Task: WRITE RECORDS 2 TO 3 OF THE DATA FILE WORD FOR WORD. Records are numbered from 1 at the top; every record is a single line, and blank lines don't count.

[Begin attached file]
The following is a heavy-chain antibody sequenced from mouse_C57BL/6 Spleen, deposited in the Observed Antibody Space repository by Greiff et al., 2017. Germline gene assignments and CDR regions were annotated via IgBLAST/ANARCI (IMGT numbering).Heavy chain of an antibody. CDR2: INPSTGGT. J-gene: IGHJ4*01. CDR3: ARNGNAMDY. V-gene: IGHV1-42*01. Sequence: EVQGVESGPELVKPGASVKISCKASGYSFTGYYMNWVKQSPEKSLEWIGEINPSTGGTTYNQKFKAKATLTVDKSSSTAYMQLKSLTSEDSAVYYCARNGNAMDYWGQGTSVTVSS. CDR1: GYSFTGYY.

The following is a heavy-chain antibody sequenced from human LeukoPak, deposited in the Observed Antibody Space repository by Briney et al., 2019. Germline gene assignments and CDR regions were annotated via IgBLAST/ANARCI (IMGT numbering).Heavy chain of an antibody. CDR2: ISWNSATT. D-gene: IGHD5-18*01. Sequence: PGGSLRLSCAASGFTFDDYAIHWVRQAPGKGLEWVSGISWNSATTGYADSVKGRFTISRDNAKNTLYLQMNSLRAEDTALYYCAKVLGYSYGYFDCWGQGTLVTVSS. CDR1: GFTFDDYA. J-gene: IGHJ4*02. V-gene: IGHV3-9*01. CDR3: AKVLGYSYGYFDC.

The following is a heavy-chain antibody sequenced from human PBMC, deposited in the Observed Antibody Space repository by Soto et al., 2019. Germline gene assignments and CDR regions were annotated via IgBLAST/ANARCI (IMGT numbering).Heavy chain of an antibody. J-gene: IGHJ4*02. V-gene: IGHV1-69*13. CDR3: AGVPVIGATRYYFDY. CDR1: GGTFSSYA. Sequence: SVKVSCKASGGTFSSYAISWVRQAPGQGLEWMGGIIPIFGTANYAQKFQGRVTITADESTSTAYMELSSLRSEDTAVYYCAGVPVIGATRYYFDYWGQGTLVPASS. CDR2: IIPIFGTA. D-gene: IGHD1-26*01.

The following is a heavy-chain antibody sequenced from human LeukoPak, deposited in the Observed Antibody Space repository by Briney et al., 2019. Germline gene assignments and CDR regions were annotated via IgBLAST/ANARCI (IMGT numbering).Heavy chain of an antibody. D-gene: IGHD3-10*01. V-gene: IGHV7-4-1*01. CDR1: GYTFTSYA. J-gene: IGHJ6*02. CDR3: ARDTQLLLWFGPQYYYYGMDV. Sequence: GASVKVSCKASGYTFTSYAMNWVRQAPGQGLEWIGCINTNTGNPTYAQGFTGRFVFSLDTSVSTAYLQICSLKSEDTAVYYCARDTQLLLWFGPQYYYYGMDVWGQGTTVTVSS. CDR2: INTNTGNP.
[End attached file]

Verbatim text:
The following is a heavy-chain antibody sequenced from human LeukoPak, deposited in the Observed Antibody Space repository by Briney et al., 2019. Germline gene assignments and CDR regions were annotated via IgBLAST/ANARCI (IMGT numbering).Heavy chain of an antibody. CDR2: ISWNSATT. D-gene: IGHD5-18*01. Sequence: PGGSLRLSCAASGFTFDDYAIHWVRQAPGKGLEWVSGISWNSATTGYADSVKGRFTISRDNAKNTLYLQMNSLRAEDTALYYCAKVLGYSYGYFDCWGQGTLVTVSS. CDR1: GFTFDDYA. J-gene: IGHJ4*02. V-gene: IGHV3-9*01. CDR3: AKVLGYSYGYFDC.

The following is a heavy-chain antibody sequenced from human PBMC, deposited in the Observed Antibody Space repository by Soto et al., 2019. Germline gene assignments and CDR regions were annotated via IgBLAST/ANARCI (IMGT numbering).Heavy chain of an antibody. J-gene: IGHJ4*02. V-gene: IGHV1-69*13. CDR3: AGVPVIGATRYYFDY. CDR1: GGTFSSYA. Sequence: SVKVSCKASGGTFSSYAISWVRQAPGQGLEWMGGIIPIFGTANYAQKFQGRVTITADESTSTAYMELSSLRSEDTAVYYCAGVPVIGATRYYFDYWGQGTLVPASS. CDR2: IIPIFGTA. D-gene: IGHD1-26*01.